Wondrous Strange by Lesley Livingston

I met Lesley Livingston, author of Wondrous Strange, at the AD Astra SF/ Fantasy conference in Toronto. She launched the book there and took place in a couple of interesting panel discussions. My favorite of these was a discussion of fight choreography and fencing. Livingston is a principal performer and founding member of the Tempest Theatre Group.

Her first novel is a magical tale about seventeen-year-old Kelly, a risk-taker who has left her home to take a backstage job in a small New York theatre company. She gets her first break when the actress playing Titania in Midsummernight’s Dream breaks an ankle. Things are not what they appear, however, and soon Kelly is drawn into a faerie world which, around Halloween, threatens to spill out into Central Park.

This is a sophisticated YA novel which appealed to me both for literary qualities and for the sense of wonder. Our firsts always retain a certain glow in our memories and youth makes the whole world seem alive, almost supernaturally so. This novel, which involves feerie politics and changling romance is a light-hearted net in which to capture that youthful vivacity.

Jane Austen aside, this is the first book I’ve read in years where the “A” story was the romance plot. That’s right, I’m coming down in favour of a romance novel in the fantasy genre, both things outside my usual range of tastes. For a more thorough review, you might want to read The Book Zombie, who gives a complete plot synopsis. You can also see Livingston interviewed by her publisher on YouTube.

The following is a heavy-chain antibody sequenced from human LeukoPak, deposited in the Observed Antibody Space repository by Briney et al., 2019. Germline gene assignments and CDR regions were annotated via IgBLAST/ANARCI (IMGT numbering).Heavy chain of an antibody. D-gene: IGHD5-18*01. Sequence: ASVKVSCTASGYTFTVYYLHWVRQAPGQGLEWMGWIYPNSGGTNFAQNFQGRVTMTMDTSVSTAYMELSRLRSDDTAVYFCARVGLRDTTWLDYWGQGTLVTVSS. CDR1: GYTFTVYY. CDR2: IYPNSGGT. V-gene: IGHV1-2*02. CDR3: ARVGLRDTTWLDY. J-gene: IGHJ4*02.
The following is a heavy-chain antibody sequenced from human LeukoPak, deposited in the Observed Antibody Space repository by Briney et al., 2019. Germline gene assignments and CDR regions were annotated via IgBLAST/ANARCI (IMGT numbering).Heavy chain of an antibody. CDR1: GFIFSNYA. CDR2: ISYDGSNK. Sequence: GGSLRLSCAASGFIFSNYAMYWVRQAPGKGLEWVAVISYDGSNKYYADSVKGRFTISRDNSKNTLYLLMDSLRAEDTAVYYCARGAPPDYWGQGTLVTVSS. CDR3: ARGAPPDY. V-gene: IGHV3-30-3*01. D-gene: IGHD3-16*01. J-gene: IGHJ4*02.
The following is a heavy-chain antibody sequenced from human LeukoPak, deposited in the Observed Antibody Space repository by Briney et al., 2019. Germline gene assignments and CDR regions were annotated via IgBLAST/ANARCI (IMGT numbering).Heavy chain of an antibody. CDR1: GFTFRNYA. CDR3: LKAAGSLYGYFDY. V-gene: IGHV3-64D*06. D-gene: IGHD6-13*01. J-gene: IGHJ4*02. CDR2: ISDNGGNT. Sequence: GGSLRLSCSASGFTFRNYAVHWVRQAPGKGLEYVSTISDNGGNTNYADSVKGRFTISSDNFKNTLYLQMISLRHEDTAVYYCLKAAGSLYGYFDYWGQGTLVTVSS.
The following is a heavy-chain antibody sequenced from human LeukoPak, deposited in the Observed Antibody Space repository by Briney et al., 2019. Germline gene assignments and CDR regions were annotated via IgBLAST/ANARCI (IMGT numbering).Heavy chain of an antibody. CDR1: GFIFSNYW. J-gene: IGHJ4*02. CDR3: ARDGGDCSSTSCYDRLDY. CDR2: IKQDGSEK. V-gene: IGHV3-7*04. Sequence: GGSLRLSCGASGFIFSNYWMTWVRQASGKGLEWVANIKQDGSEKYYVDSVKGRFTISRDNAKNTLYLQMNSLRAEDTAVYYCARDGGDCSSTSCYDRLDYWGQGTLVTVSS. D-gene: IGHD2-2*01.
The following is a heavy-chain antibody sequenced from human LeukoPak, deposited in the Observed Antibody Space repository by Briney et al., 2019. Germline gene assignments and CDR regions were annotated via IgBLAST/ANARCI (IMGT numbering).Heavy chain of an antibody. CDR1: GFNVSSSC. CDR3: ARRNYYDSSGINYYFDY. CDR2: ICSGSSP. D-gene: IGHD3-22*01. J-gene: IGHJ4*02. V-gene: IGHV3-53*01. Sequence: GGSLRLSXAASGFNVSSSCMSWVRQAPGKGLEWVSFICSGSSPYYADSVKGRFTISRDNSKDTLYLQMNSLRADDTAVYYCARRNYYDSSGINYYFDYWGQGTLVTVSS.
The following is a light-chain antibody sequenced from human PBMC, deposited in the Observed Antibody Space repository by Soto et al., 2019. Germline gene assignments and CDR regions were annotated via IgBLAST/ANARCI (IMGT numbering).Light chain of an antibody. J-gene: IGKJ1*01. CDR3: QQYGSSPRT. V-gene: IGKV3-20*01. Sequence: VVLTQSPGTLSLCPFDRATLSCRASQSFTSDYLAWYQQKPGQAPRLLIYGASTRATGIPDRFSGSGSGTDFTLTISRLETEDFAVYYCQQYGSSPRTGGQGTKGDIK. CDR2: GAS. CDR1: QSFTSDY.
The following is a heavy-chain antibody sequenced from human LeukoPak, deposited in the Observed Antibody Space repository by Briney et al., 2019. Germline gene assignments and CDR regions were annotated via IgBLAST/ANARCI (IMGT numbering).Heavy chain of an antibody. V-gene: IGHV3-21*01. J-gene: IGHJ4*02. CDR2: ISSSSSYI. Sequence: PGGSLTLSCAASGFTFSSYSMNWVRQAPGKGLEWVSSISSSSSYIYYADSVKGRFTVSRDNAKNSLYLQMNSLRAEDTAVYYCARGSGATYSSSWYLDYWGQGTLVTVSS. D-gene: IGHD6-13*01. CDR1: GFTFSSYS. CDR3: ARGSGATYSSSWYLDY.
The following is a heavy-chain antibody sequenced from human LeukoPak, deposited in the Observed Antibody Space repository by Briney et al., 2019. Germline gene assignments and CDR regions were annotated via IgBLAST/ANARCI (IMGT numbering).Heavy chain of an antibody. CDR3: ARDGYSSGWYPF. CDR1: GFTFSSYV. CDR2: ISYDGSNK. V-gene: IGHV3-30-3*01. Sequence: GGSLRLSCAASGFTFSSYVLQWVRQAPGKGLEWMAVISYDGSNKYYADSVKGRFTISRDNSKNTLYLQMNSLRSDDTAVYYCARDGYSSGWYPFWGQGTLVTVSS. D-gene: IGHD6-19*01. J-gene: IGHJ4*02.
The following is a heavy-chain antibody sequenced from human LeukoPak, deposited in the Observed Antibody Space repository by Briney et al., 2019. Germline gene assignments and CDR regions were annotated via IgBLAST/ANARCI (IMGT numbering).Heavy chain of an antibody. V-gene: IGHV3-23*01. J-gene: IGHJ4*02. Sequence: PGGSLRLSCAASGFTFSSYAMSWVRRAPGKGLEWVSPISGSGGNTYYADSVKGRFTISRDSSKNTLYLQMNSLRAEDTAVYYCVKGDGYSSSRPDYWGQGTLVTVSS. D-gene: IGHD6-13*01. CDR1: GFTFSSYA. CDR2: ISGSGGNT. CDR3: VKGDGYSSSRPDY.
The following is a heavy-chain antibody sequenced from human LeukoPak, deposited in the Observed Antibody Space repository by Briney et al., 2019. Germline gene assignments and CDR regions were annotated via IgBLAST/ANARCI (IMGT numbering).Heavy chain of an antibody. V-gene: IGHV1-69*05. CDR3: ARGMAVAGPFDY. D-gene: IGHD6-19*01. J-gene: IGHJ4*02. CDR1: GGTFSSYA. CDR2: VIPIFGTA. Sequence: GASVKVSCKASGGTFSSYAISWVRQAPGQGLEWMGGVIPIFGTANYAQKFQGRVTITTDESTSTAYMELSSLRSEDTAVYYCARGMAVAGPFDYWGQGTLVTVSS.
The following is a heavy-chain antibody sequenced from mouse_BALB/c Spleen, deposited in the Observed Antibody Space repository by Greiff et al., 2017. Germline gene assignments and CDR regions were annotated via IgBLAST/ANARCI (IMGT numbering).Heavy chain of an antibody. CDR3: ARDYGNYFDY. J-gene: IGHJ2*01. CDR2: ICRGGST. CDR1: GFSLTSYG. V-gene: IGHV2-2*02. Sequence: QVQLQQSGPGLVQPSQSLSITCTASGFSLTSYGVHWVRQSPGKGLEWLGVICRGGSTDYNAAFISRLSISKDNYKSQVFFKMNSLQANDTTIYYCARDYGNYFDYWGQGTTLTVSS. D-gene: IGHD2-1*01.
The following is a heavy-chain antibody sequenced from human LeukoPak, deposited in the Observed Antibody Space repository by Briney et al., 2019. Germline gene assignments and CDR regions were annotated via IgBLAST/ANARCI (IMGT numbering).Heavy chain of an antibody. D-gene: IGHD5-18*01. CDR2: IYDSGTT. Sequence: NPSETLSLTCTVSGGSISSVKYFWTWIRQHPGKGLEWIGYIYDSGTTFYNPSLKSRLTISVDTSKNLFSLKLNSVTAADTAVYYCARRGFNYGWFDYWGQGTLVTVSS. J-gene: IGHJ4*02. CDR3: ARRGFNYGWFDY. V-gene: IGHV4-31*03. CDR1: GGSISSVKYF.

Happy reading.

I’m getting critiqued at Anticipation!

This week has been writing Nirvana with my son in camp but yesterday all that feel-good creativity ran up against crunch time. In the morning, I racked up a decent word count over 1 000 words but I had to dedicate the rest of the day and most of the night to editing.

The absolute deadline on the Anticipation (WorldCon 2009) website for writing workshop submissions is July 26, but to be fair, it also says “the deadline is now.” Uh, oh.

I emailed the organizer, Oz Drummond (Here’s her LJ) with a technical question. She warned me spaces were filling up fast and asked how soon I could submit. I promised her something by midnight but, as with most editing tasks, I underestimated the time it would take. I was up past 1:30 polishing my draft into something workshop-ready. The good news is, Oz replied that I got a “slot,” one of the last ones available.